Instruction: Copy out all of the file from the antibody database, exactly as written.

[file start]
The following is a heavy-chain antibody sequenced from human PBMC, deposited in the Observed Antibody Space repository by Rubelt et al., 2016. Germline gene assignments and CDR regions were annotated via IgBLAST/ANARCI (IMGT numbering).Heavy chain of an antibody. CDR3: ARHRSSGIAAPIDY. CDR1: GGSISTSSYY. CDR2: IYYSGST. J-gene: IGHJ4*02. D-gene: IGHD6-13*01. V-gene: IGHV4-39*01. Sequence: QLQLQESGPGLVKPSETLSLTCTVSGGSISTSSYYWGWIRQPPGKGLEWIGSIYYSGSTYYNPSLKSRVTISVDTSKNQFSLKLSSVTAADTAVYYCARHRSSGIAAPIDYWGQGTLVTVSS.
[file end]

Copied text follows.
The following is a heavy-chain antibody sequenced from human PBMC, deposited in the Observed Antibody Space repository by Rubelt et al., 2016. Germline gene assignments and CDR regions were annotated via IgBLAST/ANARCI (IMGT numbering).Heavy chain of an antibody. CDR3: ARHRSSGIAAPIDY. CDR1: GGSISTSSYY. CDR2: IYYSGST. J-gene: IGHJ4*02. D-gene: IGHD6-13*01. V-gene: IGHV4-39*01. Sequence: QLQLQESGPGLVKPSETLSLTCTVSGGSISTSSYYWGWIRQPPGKGLEWIGSIYYSGSTYYNPSLKSRVTISVDTSKNQFSLKLSSVTAADTAVYYCARHRSSGIAAPIDYWGQGTLVTVSS.